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Are We Too Cost Conscious?

Jim Correll, director Fab Lab ICC at Independence Community College, Independence Kansas 

Our society is obsessed with saving money. Advertising and the media bombard us with messages presenting low cost as the number one goal we should have in our lives. One car dealer in Tulsa recently unveiled an electronic display board that supposedly shows comparative pricing of all area dealers on “identical” models of cars. Of course, theirs is always going to be the low price. Hmmmm. We may have gone a little overboard in our zeal to do all our business with the lowest bidder. At the risk of sounding like sacrilege to many accountants and business managers, many of us may have become too cost conscious. 

In the late 1980’s, I became the purchasing manager at a machine and sheet metal job shop in Wichita; John Weitzel, Inc. (JWI) The company had been in business many years starting with Cessna as the main customer. When I arrived, Boeing was the main—nearly only customer. JWI had hired a new CEO and was in trouble with Boeing; 435 delinquent orders. It was JWI’s last chance. I was part of this team and news that JWI hired a fresh purchasing manager traveled fast. I had many free lunches over that first couple of months as many of the raw material and industrial supply dealers vied for our purchasing business. 

I was determined to be cost conscious. Our manufacturing resource planning (MRP, anyone remember when we called them that?) system did great once you put materials on order but offered nothing to keep track of quotes from various vendors. Relational database software, affordable to small businesses, was fairly new so I wrote program (now we would call it an app) to keep track of the quoting activity as I acquired the raw materials, industrial and office supplies needed to run this company of 150 – 200 employees. 

For nearly every purchase I sent out requests for quote to three or four vendors. No email back then so we used something called a fax machine. The quotes would come back on the fax machine and I would enter the information into my database. A report would show the results of all the quotes so I could process purchase orders to the lowest bidder for each item. 

This process did a great job of showing me everyone’s quoted price, was a lot of work, just as much work for a $5,000 raw material order as it was for a $250 drum of machine coolant. Continuing the process for the raw materials we needed was worth the time, but for the smaller orders of supplies, was unsustainable. I had too many demands on my time, including restocking a depleted tool crib with the stuff we needed to make air craft parts. In addition, it was difficult to get the smaller supply dealers to respond quickly to my emergent needs—and there were many—when they each received just a small piece of our purchasing pie.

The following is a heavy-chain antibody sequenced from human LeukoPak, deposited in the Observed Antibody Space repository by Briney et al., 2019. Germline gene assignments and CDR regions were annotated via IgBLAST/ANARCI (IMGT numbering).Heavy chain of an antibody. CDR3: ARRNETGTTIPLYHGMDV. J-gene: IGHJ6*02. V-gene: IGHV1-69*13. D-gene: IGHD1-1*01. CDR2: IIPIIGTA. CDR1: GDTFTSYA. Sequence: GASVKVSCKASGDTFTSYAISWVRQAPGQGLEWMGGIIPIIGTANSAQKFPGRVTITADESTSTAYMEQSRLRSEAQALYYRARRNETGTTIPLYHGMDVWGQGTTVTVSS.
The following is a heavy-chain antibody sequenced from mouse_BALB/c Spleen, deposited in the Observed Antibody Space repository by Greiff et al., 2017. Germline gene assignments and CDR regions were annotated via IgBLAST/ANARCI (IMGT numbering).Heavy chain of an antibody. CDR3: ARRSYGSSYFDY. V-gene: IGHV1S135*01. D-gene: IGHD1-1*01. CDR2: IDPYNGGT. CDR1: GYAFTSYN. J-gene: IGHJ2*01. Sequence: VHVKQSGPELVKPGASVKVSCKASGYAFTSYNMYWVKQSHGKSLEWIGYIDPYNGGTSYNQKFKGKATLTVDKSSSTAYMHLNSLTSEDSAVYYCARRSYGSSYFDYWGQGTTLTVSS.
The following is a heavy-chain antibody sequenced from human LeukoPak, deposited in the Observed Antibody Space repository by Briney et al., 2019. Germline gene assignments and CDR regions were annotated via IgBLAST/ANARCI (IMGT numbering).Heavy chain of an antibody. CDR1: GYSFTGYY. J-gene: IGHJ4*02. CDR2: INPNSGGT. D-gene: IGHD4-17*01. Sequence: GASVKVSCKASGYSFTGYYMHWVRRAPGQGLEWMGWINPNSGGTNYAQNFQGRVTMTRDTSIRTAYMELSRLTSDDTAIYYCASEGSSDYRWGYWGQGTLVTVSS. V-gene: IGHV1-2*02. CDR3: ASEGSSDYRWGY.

One of the industrial supply dealers came by one day and said “Look, why don’t you buy most all of your supplies from us for a trial period of six months. We’ll provide good service, especially when you need something fast, and we’ll give you a good price. Also, we’ll provide you with good information since you’re new to this industry.” I decided to try it. Did I mention sacrilege? That’s what the production manager thought of this new plan, however, I reported to the CEO and he did not micro-manage. Overall this was a successful strategy. The new team worked well together and in 1993 JWI won Boeing’s Small Business Supplier of the Year Award. It was during the trip to Seattle to receive the award I met Susan, later to become wife of JWI’ purchasing and inventory manager, but that’s another story. 

For a growing number of us in business and our personal lives, we should consider more than just price when making our purchases. Convenience, time savings, knowledgeable help available and an overall pleasant experience by vendors are necessary considerations and should all be part of the process. That’s where small local businesses have the opportunity to thrive. Most of the larger businesses can’t figure out to make the overall experience enjoyable so they advertise the lowest price. 

Jim Correll is the director of Fab Lab ICC at the Center for Innovation and Entrepreneurship on the campus of Independence Community College. He can be reached at (620) 252-5349, by email at or Twitter @jimcorrellks. 

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